Q. What further advantage do we receive from Christ’s sacrifice and death on the cross?
A. Through Christ’s death our old selves are crucified, put to death, and buried with him, so that the evil desires of the flesh may no longer rule us, but that instead we may dedicate ourselves as an offering of gratitude to him.
Theological: Romans 6 (among other passages) teaches us that we were buried with Christ in baptism. The blessings of that baptism are received by faith: “having been buried with him in baptism, in which you were also raised with him through faith in the powerful working of God, who raised him from the dead” (Col 2:12). By faith we’re united with Christ; we’re brought into his life, death, resurrection and current heavenly reign. By faith, we are bone of his bone and flesh of his flesh. This is, indeed, a great mystery. How, after all, are we seated with Christ in the heavenly places (Eph 2:6) except by faith? This union with Christ is real and it generates real changed lives. Lives that are full of joyful good works: “Therefore, as you received Christ Jesus the Lord, so walk in him, rooted and built up in him and established in the faith, just as you were taught, abounding in thanksgiving” (Col 2:6-7).
Practical: Note well that the whole scheme of redemption (until it’s complete) is rooted in faith. Everyday, indeed, ever hour we simply trust God that we are who he says we are. Greeks seek wisdom (intellectual surety) and Jews seek a sign (some experiential basis), but we preach Christ and him crucified (foolishness and a stumbling block to humanism, but power and salvation to faith). Here it is: A sinner hears the gospel and casts himself upon Christ. God comes to that sinner and says, “In my eyes, you are perfect and righteous, completely forgiven of all your sins. Your old man is DEAD; you’re now alive in my Son.” God speaks these wonderful things to us by the Word, and he speaks them to us by Sacrament: “See, child, your sins are washed away! Come eat of the flesh and drink of the blood of them Lamb, for without them, there’s no life in you. Taste and see that I am good, and that I’m your true Father; you’re my true Son.” This sinner looks at himself and sees a mess of sin. He sees nothing like a perfect son of God. Far from what God’s said about him, he sees his own sinful desires alive, not dead! Thus, the sinner needs *continually* to look to Christ (and all the promises of God in him) to understand that he really is a saint… a sinful saint. The Bible teaches simul justus et peccator with a vengeance (with Paul, call it justification). This is the case until our redemption is complete. At that point, we’ll actually be righteous, walking by sight. Until then, we walk by faith not by sight.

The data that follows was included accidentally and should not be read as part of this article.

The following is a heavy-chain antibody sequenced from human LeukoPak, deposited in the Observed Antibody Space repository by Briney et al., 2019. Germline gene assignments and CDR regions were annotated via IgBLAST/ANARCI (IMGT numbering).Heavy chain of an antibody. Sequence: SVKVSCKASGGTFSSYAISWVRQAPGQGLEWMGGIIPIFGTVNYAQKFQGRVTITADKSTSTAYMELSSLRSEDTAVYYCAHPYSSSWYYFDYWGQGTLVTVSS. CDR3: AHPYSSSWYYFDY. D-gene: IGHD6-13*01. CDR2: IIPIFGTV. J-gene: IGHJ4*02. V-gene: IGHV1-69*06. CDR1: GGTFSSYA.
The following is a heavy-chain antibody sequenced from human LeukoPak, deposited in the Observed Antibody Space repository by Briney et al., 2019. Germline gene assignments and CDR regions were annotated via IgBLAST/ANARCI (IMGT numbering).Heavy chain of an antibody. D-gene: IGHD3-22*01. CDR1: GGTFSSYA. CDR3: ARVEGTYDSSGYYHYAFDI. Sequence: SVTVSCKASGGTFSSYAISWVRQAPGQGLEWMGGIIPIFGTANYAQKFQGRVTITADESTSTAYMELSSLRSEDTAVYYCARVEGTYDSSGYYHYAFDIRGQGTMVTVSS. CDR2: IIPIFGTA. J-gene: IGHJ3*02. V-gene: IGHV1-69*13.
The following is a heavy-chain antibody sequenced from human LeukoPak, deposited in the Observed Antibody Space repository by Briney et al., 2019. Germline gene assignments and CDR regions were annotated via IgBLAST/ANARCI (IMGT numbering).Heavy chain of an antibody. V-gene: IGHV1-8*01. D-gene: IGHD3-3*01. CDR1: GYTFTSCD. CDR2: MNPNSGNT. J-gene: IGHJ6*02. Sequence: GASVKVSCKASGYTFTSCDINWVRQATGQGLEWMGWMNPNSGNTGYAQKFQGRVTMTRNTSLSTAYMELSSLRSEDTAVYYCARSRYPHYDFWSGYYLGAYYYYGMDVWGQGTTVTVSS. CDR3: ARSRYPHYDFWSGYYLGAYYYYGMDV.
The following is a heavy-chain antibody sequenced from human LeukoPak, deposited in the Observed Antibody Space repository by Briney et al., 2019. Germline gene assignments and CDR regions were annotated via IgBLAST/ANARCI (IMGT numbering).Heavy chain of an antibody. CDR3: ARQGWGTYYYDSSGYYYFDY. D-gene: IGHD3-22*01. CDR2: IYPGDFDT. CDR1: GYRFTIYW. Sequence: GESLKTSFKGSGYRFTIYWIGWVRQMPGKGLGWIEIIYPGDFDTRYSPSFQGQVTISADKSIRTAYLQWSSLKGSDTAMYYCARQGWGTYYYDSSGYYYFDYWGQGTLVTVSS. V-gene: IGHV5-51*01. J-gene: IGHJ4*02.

This must be preached. Saints need to know that the righteousness in which they stand before a holy God is not in themselves, but in their Savior, Jesus Christ. They need to look away from themselves, trust completely in Christ, and serve him in gratitude. If our good works are done to finalize or complete our righteous standing before God, it’s game over, baby. If, however, our good works are done in loving gratitude for salvation full and free, it’s game on. Trust Christ completely and, in gratitude, serve him faithfully. Trust and obey… I think I remember singing that once or twice.